And to make matters a little bit more complicated, see this article :
https://github.com/eprints/eprints/issues/214
This is perl, not Java, but it provides some additional information which might be useful
(about nginx and HTTPS e.g.)



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Re: Access to source IP address during authentication and authorization

Christopher Schultz-2
In reply to this post by info@flyingfischer.ch
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Markus,

On 8/8/17 8:21 AM, [hidden email] wrote:

>
> Am 08.08.2017 um 14:05 schrieb Christopher Schultz:
>> All,
>>
>> In spite of my (somewhat) recent work on the CredentialHandlers,
>> I haven't been using Tomcat's container-provider authentication
>> and authorization for over a decade. This is because I need
>> access to the user's source IP address for auditing where users
>> "are" when they login to my applications.
>>
>> Is there any opportunity to obtain the user's IP address during
>> login? IIRC, the JASPIC scheme does allow this kind of
>> information, but I'm not sure if Tomcat actually supplies it.
>> JASPIC is a rather complicated solution when I am in fact
>> authenticating against a simple relational database.
>>
>> What might be other ways to obtain the user's IP address during
>> authentication?
>>
>> Thanks, -chris
>>
>> PS I don't use Spring, to "just use Spring security like
>> everyone else" isn't a great solution for me.
>
> If you run Tomcat only you may use request.getRemoteAddr() in the
> logic and build IP based access management around this.

Have you noticed that Tomcat only passes two String values to the
authenticators? The IP address is not available.

> If you run Apache in front of Tomcat you may need to fiddle with
> X-Forwarded-For header.

I have no problem with Tomcat having access to the IP address. I just
want Tomcat to make that IP address available to the authenticator
component in some way.

- -chris
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Re: Access to source IP address during authentication and authorization

markt
On 08/08/17 13:44, Christopher Schultz wrote:

<snip/>

> I have no problem with Tomcat having access to the IP address. I just
> want Tomcat to make that IP address available to the authenticator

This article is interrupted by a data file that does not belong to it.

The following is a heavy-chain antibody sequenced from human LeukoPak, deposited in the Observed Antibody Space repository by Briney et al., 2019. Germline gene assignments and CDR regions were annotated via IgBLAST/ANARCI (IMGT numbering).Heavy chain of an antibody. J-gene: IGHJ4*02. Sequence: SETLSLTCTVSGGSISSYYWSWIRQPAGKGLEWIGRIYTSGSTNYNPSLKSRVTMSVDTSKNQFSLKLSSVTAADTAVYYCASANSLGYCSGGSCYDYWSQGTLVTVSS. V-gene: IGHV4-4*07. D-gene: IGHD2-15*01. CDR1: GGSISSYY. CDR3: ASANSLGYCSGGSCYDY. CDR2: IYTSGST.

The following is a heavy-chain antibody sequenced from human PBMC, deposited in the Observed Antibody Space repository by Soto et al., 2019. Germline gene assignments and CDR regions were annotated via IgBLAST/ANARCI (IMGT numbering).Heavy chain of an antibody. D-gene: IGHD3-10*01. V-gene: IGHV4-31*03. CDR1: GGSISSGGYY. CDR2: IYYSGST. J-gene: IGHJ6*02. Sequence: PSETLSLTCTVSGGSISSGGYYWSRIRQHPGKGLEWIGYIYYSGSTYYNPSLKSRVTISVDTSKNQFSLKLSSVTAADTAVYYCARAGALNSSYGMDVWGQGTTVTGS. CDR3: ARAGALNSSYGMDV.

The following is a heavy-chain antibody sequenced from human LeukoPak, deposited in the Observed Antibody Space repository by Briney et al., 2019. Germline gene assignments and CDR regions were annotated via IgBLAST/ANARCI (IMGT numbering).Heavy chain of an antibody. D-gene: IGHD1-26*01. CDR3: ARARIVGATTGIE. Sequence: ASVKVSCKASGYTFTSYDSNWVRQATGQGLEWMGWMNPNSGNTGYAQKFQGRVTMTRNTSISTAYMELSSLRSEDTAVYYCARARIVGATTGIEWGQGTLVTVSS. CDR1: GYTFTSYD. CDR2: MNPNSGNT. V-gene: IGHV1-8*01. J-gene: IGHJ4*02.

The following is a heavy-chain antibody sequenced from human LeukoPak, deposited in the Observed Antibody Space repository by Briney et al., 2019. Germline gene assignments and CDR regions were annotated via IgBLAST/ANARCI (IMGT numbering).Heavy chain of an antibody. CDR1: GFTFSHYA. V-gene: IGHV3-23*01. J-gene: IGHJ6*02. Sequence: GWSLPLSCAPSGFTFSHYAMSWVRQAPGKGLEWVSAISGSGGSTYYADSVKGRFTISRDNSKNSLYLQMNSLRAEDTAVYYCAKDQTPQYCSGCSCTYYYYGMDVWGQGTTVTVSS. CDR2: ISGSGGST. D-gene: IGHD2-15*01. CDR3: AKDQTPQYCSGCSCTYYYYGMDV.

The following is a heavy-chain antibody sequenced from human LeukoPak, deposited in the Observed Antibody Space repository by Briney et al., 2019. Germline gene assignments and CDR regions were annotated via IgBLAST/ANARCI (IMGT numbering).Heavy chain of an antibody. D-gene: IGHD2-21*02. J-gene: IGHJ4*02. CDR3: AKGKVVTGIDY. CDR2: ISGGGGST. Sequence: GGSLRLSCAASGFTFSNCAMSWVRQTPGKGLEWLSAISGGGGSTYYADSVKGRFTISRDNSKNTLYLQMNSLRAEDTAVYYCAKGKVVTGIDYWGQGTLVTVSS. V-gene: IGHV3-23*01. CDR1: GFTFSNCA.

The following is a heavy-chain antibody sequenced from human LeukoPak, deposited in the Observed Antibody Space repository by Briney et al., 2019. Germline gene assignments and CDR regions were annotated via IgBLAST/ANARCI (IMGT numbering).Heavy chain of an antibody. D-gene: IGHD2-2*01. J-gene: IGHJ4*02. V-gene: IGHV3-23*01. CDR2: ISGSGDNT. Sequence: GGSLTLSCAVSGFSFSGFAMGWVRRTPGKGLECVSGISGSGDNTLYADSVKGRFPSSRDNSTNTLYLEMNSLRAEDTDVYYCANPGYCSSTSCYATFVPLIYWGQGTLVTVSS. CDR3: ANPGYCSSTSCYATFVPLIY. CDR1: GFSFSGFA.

> component in some way.

https://bz.apache.org/bugzilla/show_bug.cgi?id=59750

Implementing that in a way that is truly backwards compatible requires a
little thought.

Mark

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Re: Access to source IP address during authentication and authorization

Christopher Schultz-2
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Mark,

On 8/8/17 8:49 AM, Mark Thomas wrote:

> On 08/08/17 13:44, Christopher Schultz wrote:
>
> <snip/>
>
>> I have no problem with Tomcat having access to the IP address. I
>> just want Tomcat to make that IP address available to the
>> authenticator component in some way.
>
> https://bz.apache.org/bugzilla/show_bug.cgi?id=59750
>
> Implementing that in a way that is truly backwards compatible
> requires a little thought.

I agree that backward-compatibility is a significant issue, since the
Realm interface hasn't changed since ... well, ever.

How about cheating and using a ThreadLocal?

try {
  tl.set(theRequest)
  authenticator.authenticate(username,password);
} finally {
  tl.set(null);
}

??

For SecurityFilter, we added a sub-interface that adds more methods,
like this:

authenticate(String username, String password);
authenticate(String username, String password, HttpServletRequest req);

Then, the driver does this:

if(realm instanceof ExtendedRealm)
  ((ExtendedRealm)realm).authenticate(username, password, theRequest);
else
  realm.authenticate(username, password);

If using the HttpServletRequest itself is architecturally distasteful,